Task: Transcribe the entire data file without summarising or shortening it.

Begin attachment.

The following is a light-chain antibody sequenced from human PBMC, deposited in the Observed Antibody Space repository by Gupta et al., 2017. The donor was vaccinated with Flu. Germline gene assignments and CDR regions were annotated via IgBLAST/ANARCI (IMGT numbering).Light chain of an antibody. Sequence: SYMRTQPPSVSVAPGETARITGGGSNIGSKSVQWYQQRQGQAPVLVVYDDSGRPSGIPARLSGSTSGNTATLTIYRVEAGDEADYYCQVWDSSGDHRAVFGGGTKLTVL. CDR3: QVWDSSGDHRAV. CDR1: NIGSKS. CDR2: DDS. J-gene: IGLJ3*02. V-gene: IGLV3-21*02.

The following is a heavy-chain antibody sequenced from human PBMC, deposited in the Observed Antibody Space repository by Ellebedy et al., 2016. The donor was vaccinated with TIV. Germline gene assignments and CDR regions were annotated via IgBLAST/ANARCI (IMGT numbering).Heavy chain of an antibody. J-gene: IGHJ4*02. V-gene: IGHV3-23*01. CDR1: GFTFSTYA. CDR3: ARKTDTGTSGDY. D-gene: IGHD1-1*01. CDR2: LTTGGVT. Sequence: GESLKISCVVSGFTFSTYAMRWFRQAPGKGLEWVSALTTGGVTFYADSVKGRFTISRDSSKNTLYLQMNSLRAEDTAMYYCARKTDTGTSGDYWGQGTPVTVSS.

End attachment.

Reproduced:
The following is a light-chain antibody sequenced from human PBMC, deposited in the Observed Antibody Space repository by Gupta et al., 2017. The donor was vaccinated with Flu. Germline gene assignments and CDR regions were annotated via IgBLAST/ANARCI (IMGT numbering).Light chain of an antibody. Sequence: SYMRTQPPSVSVAPGETARITGGGSNIGSKSVQWYQQRQGQAPVLVVYDDSGRPSGIPARLSGSTSGNTATLTIYRVEAGDEADYYCQVWDSSGDHRAVFGGGTKLTVL. CDR3: QVWDSSGDHRAV. CDR1: NIGSKS. CDR2: DDS. J-gene: IGLJ3*02. V-gene: IGLV3-21*02.

The following is a heavy-chain antibody sequenced from human PBMC, deposited in the Observed Antibody Space repository by Ellebedy et al., 2016. The donor was vaccinated with TIV. Germline gene assignments and CDR regions were annotated via IgBLAST/ANARCI (IMGT numbering).Heavy chain of an antibody. J-gene: IGHJ4*02. V-gene: IGHV3-23*01. CDR1: GFTFSTYA. CDR3: ARKTDTGTSGDY. D-gene: IGHD1-1*01. CDR2: LTTGGVT. Sequence: GESLKISCVVSGFTFSTYAMRWFRQAPGKGLEWVSALTTGGVTFYADSVKGRFTISRDSSKNTLYLQMNSLRAEDTAMYYCARKTDTGTSGDYWGQGTPVTVSS.